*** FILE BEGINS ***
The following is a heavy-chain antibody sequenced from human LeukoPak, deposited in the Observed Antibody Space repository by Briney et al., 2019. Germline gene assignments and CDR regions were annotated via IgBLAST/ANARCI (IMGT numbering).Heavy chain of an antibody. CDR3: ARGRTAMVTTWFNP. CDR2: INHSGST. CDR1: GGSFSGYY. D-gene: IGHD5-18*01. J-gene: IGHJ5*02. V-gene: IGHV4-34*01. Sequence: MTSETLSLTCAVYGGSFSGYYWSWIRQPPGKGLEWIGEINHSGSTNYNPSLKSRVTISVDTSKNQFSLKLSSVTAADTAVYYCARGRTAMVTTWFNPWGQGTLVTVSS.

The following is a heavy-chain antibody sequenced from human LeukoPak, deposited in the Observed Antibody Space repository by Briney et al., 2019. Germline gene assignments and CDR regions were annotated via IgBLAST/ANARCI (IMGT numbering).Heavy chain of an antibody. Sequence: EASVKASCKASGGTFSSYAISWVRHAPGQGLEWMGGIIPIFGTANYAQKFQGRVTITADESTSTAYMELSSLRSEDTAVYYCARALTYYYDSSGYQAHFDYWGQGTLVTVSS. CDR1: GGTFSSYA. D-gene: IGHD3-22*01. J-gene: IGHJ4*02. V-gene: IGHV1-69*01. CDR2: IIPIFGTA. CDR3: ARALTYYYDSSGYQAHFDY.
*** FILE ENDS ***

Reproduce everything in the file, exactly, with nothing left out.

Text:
The following is a heavy-chain antibody sequenced from human LeukoPak, deposited in the Observed Antibody Space repository by Briney et al., 2019. Germline gene assignments and CDR regions were annotated via IgBLAST/ANARCI (IMGT numbering).Heavy chain of an antibody. CDR3: ARGRTAMVTTWFNP. CDR2: INHSGST. CDR1: GGSFSGYY. D-gene: IGHD5-18*01. J-gene: IGHJ5*02. V-gene: IGHV4-34*01. Sequence: MTSETLSLTCAVYGGSFSGYYWSWIRQPPGKGLEWIGEINHSGSTNYNPSLKSRVTISVDTSKNQFSLKLSSVTAADTAVYYCARGRTAMVTTWFNPWGQGTLVTVSS.

The following is a heavy-chain antibody sequenced from human LeukoPak, deposited in the Observed Antibody Space repository by Briney et al., 2019. Germline gene assignments and CDR regions were annotated via IgBLAST/ANARCI (IMGT numbering).Heavy chain of an antibody. Sequence: EASVKASCKASGGTFSSYAISWVRHAPGQGLEWMGGIIPIFGTANYAQKFQGRVTITADESTSTAYMELSSLRSEDTAVYYCARALTYYYDSSGYQAHFDYWGQGTLVTVSS. CDR1: GGTFSSYA. D-gene: IGHD3-22*01. J-gene: IGHJ4*02. V-gene: IGHV1-69*01. CDR2: IIPIFGTA. CDR3: ARALTYYYDSSGYQAHFDY.